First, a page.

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The new World Heritage site you can't enter

The treasure-packed interior of Brussels' Stoclet Palace is a mystery to all but a privileged handful.

The Stoclet House is seen on June 29, 2009, in Brussels. (John Thys/AFP/Getty Images)

BRUSSELS, Belgium — The marble-clad palace, crowned with a quartet of muscular copper nudes, is a familiar landmark for thousands of Brussels' commuters who drive past every evening on their way to the leafy eastern suburbs.

But the treasure-packed interior of the Stoclet Palace is a mystery to all but a privileged handful and the unique artworks it contains are more remote to inhabitants of the Belgian capital than the Taj Mahal or Pyramids of Giza.

Last year, the Stoclet Palace joined the United Nations’ list of the world’s greatest heritage sites. It was one of just four European monuments added to the list, a reflection of the palace’s importance to the history of modern art, architecture and design.

The masterpiece, generally considered one of the finest private houses built in the 20th century, remains in private hands. Although the state is financing repairs and maintenance, the palace remains strictly off limits to the public.

“Very few people have ever visited it and there are hardly any photographs. That’s crazy when you think the Belgian taxpayer is paying for its repairs,” said local councilor Gauthier van Outryve d’Ydewalle.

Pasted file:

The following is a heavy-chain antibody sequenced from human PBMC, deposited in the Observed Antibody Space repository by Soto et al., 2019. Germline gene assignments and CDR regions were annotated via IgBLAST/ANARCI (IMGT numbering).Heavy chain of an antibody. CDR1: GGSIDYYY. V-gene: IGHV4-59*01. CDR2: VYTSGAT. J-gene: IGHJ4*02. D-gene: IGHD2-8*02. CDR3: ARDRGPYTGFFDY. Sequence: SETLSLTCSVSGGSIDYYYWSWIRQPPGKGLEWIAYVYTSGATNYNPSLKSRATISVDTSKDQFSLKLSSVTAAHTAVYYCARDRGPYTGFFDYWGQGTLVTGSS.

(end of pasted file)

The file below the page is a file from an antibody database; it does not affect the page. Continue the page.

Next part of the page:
Brussels banker Adolphe Stoclet ordered the palace built in 1901 on the designs of the Austrian architect Josef Hoffmann, founder of the Wiener Werkstatte movement, which was revolutionizing art and design in Vienna.

The palace is the movement’s masterwork. Hoffmann broke with the ornate art nouveau style then fashionable in the Belgian capital, creating a grand home with clean, rectangular lines that would deeply influence the modernist and art deco movements in the decades that followed.

The Viennese movement aimed to move beyond mere architecture to create complete works of art in which the furniture, lighting, garden, floor tiles, carpets and all other elements of decoration were designed down by to the last detail to produce a unified whole.

To cap it all, Hoffman invited the great Viennese painter Gustav Klimt to create a monumental frieze — "The Tree of Life" — a mosaic encrusted with gold and precious stones that covers the dining room walls. There are also sculptures and paintings by other leading artists of the time.

“The interest of the house is acknowledged all over the world,” said the citation from the U.N.’s cultural agency UNESCO including the building on the world heritage list.

“It is a remarkable illustration of the birth of constructive and decorative modernity, and is frequently presented as an example in schools of architecture all over the world.”